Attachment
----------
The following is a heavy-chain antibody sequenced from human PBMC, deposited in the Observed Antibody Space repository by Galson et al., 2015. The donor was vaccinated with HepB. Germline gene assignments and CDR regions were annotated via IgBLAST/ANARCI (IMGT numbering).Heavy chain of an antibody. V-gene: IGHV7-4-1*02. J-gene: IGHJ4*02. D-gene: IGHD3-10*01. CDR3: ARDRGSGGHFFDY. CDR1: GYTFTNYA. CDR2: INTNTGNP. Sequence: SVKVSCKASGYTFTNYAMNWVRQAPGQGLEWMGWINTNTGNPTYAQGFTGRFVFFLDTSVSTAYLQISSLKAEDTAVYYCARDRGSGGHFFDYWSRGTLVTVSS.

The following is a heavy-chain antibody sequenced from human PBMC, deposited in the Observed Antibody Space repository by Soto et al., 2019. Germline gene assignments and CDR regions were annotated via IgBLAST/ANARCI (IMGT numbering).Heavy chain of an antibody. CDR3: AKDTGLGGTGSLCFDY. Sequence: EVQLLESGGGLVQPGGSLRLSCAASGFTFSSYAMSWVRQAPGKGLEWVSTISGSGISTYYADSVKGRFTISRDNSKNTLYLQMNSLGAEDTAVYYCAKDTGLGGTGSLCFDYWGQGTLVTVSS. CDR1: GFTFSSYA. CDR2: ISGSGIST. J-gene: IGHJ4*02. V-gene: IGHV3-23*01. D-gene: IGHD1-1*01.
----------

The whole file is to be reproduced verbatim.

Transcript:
The following is a heavy-chain antibody sequenced from human PBMC, deposited in the Observed Antibody Space repository by Galson et al., 2015. The donor was vaccinated with HepB. Germline gene assignments and CDR regions were annotated via IgBLAST/ANARCI (IMGT numbering).Heavy chain of an antibody. V-gene: IGHV7-4-1*02. J-gene: IGHJ4*02. D-gene: IGHD3-10*01. CDR3: ARDRGSGGHFFDY. CDR1: GYTFTNYA. CDR2: INTNTGNP. Sequence: SVKVSCKASGYTFTNYAMNWVRQAPGQGLEWMGWINTNTGNPTYAQGFTGRFVFFLDTSVSTAYLQISSLKAEDTAVYYCARDRGSGGHFFDYWSRGTLVTVSS.

The following is a heavy-chain antibody sequenced from human PBMC, deposited in the Observed Antibody Space repository by Soto et al., 2019. Germline gene assignments and CDR regions were annotated via IgBLAST/ANARCI (IMGT numbering).Heavy chain of an antibody. CDR3: AKDTGLGGTGSLCFDY. Sequence: EVQLLESGGGLVQPGGSLRLSCAASGFTFSSYAMSWVRQAPGKGLEWVSTISGSGISTYYADSVKGRFTISRDNSKNTLYLQMNSLGAEDTAVYYCAKDTGLGGTGSLCFDYWGQGTLVTVSS. CDR1: GFTFSSYA. CDR2: ISGSGIST. J-gene: IGHJ4*02. V-gene: IGHV3-23*01. D-gene: IGHD1-1*01.